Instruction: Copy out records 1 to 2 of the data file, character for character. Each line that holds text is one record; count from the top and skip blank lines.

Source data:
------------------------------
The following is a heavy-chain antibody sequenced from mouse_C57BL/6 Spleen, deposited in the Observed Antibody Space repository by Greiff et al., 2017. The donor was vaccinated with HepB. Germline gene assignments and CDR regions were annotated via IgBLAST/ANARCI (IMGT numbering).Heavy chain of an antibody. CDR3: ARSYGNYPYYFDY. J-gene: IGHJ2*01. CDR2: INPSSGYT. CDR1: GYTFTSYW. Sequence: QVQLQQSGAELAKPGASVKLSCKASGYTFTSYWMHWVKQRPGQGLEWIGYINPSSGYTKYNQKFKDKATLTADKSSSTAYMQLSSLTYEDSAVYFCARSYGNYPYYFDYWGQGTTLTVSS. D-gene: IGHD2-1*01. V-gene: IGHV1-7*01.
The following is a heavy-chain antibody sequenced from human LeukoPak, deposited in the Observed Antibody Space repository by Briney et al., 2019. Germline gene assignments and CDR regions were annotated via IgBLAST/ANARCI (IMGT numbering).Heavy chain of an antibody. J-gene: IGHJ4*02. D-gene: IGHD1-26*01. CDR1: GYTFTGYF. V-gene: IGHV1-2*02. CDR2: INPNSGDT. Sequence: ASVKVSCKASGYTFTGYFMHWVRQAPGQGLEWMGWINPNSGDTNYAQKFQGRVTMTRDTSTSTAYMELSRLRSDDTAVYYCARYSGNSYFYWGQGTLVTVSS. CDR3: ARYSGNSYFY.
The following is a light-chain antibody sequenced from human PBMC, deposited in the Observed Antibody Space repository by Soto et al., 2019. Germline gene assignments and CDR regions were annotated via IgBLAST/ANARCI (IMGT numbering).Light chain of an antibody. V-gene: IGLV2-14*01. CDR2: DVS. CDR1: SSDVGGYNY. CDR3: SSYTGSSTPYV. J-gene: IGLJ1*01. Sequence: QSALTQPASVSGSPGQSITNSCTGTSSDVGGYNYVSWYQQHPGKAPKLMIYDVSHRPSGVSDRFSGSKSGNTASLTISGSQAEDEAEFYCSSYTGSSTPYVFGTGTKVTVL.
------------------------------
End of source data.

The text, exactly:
The following is a heavy-chain antibody sequenced from mouse_C57BL/6 Spleen, deposited in the Observed Antibody Space repository by Greiff et al., 2017. The donor was vaccinated with HepB. Germline gene assignments and CDR regions were annotated via IgBLAST/ANARCI (IMGT numbering).Heavy chain of an antibody. CDR3: ARSYGNYPYYFDY. J-gene: IGHJ2*01. CDR2: INPSSGYT. CDR1: GYTFTSYW. Sequence: QVQLQQSGAELAKPGASVKLSCKASGYTFTSYWMHWVKQRPGQGLEWIGYINPSSGYTKYNQKFKDKATLTADKSSSTAYMQLSSLTYEDSAVYFCARSYGNYPYYFDYWGQGTTLTVSS. D-gene: IGHD2-1*01. V-gene: IGHV1-7*01.
The following is a heavy-chain antibody sequenced from human LeukoPak, deposited in the Observed Antibody Space repository by Briney et al., 2019. Germline gene assignments and CDR regions were annotated via IgBLAST/ANARCI (IMGT numbering).Heavy chain of an antibody. J-gene: IGHJ4*02. D-gene: IGHD1-26*01. CDR1: GYTFTGYF. V-gene: IGHV1-2*02. CDR2: INPNSGDT. Sequence: ASVKVSCKASGYTFTGYFMHWVRQAPGQGLEWMGWINPNSGDTNYAQKFQGRVTMTRDTSTSTAYMELSRLRSDDTAVYYCARYSGNSYFYWGQGTLVTVSS. CDR3: ARYSGNSYFY.